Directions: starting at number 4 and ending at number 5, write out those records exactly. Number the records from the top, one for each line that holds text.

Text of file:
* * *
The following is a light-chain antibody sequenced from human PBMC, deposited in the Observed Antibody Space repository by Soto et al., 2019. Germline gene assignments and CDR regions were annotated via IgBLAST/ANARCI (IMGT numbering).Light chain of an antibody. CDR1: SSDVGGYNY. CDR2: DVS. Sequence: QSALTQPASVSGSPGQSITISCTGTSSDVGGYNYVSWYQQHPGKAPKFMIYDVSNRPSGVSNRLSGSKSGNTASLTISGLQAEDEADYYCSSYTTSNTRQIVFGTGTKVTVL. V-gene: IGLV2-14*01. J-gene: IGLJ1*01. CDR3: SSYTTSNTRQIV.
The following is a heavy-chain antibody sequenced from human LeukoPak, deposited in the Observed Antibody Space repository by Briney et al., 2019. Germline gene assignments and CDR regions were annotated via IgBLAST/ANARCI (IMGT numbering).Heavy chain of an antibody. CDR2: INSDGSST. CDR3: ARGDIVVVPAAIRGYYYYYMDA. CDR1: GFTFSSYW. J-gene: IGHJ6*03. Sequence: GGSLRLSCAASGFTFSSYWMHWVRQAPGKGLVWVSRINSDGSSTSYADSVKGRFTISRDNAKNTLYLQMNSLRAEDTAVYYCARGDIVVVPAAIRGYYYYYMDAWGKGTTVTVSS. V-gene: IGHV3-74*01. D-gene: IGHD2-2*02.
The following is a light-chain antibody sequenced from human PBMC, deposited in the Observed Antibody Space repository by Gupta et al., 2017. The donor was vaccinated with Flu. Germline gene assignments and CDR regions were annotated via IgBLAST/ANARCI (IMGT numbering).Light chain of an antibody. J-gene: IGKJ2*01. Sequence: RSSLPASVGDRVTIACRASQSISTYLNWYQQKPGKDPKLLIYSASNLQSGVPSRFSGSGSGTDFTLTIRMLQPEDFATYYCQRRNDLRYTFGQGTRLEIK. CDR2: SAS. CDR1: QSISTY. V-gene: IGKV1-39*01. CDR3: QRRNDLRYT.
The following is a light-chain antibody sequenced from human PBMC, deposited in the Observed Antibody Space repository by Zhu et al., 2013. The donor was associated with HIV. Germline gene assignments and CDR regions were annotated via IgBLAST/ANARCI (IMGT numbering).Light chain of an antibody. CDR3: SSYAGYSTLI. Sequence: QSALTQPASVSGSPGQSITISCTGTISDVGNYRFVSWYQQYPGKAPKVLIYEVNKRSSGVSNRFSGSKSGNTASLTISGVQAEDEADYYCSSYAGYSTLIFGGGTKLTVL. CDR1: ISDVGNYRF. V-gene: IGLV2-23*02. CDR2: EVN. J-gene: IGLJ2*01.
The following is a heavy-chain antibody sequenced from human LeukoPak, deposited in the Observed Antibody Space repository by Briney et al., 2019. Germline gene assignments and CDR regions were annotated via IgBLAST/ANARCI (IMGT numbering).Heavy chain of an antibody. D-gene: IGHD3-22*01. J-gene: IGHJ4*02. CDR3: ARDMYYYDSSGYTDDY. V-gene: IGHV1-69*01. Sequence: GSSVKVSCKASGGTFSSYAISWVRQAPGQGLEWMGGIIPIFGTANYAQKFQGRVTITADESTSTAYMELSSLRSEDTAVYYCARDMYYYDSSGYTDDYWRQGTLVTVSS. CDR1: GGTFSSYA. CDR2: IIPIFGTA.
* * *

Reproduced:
The following is a light-chain antibody sequenced from human PBMC, deposited in the Observed Antibody Space repository by Zhu et al., 2013. The donor was associated with HIV. Germline gene assignments and CDR regions were annotated via IgBLAST/ANARCI (IMGT numbering).Light chain of an antibody. CDR3: SSYAGYSTLI. Sequence: QSALTQPASVSGSPGQSITISCTGTISDVGNYRFVSWYQQYPGKAPKVLIYEVNKRSSGVSNRFSGSKSGNTASLTISGVQAEDEADYYCSSYAGYSTLIFGGGTKLTVL. CDR1: ISDVGNYRF. V-gene: IGLV2-23*02. CDR2: EVN. J-gene: IGLJ2*01.
The following is a heavy-chain antibody sequenced from human LeukoPak, deposited in the Observed Antibody Space repository by Briney et al., 2019. Germline gene assignments and CDR regions were annotated via IgBLAST/ANARCI (IMGT numbering).Heavy chain of an antibody. D-gene: IGHD3-22*01. J-gene: IGHJ4*02. CDR3: ARDMYYYDSSGYTDDY. V-gene: IGHV1-69*01. Sequence: GSSVKVSCKASGGTFSSYAISWVRQAPGQGLEWMGGIIPIFGTANYAQKFQGRVTITADESTSTAYMELSSLRSEDTAVYYCARDMYYYDSSGYTDDYWRQGTLVTVSS. CDR1: GGTFSSYA. CDR2: IIPIFGTA.